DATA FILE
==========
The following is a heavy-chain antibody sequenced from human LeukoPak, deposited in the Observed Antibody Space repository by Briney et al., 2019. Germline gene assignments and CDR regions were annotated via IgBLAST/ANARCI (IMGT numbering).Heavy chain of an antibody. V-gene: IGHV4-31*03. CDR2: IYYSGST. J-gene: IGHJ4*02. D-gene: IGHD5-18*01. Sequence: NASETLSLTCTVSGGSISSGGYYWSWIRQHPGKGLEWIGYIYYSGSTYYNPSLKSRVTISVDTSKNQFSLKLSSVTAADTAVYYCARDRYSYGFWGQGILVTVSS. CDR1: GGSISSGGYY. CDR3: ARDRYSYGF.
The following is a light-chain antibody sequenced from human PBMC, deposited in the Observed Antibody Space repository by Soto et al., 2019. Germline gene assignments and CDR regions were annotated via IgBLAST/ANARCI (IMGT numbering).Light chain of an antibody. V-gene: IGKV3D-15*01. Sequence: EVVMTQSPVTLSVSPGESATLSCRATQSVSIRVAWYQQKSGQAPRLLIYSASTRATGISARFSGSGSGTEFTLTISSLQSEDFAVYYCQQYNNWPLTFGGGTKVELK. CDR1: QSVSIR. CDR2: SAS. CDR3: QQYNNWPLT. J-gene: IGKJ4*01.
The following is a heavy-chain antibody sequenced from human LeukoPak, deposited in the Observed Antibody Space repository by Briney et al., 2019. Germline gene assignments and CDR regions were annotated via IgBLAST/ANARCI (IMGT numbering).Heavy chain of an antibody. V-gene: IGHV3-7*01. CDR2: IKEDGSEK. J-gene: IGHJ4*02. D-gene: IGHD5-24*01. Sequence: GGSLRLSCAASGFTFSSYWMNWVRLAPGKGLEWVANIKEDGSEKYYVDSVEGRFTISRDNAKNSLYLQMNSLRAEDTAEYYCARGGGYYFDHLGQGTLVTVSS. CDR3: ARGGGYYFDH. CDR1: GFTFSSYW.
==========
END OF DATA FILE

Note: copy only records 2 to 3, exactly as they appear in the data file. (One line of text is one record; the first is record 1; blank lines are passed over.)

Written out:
The following is a light-chain antibody sequenced from human PBMC, deposited in the Observed Antibody Space repository by Soto et al., 2019. Germline gene assignments and CDR regions were annotated via IgBLAST/ANARCI (IMGT numbering).Light chain of an antibody. V-gene: IGKV3D-15*01. Sequence: EVVMTQSPVTLSVSPGESATLSCRATQSVSIRVAWYQQKSGQAPRLLIYSASTRATGISARFSGSGSGTEFTLTISSLQSEDFAVYYCQQYNNWPLTFGGGTKVELK. CDR1: QSVSIR. CDR2: SAS. CDR3: QQYNNWPLT. J-gene: IGKJ4*01.
The following is a heavy-chain antibody sequenced from human LeukoPak, deposited in the Observed Antibody Space repository by Briney et al., 2019. Germline gene assignments and CDR regions were annotated via IgBLAST/ANARCI (IMGT numbering).Heavy chain of an antibody. V-gene: IGHV3-7*01. CDR2: IKEDGSEK. J-gene: IGHJ4*02. D-gene: IGHD5-24*01. Sequence: GGSLRLSCAASGFTFSSYWMNWVRLAPGKGLEWVANIKEDGSEKYYVDSVEGRFTISRDNAKNSLYLQMNSLRAEDTAEYYCARGGGYYFDHLGQGTLVTVSS. CDR3: ARGGGYYFDH. CDR1: GFTFSSYW.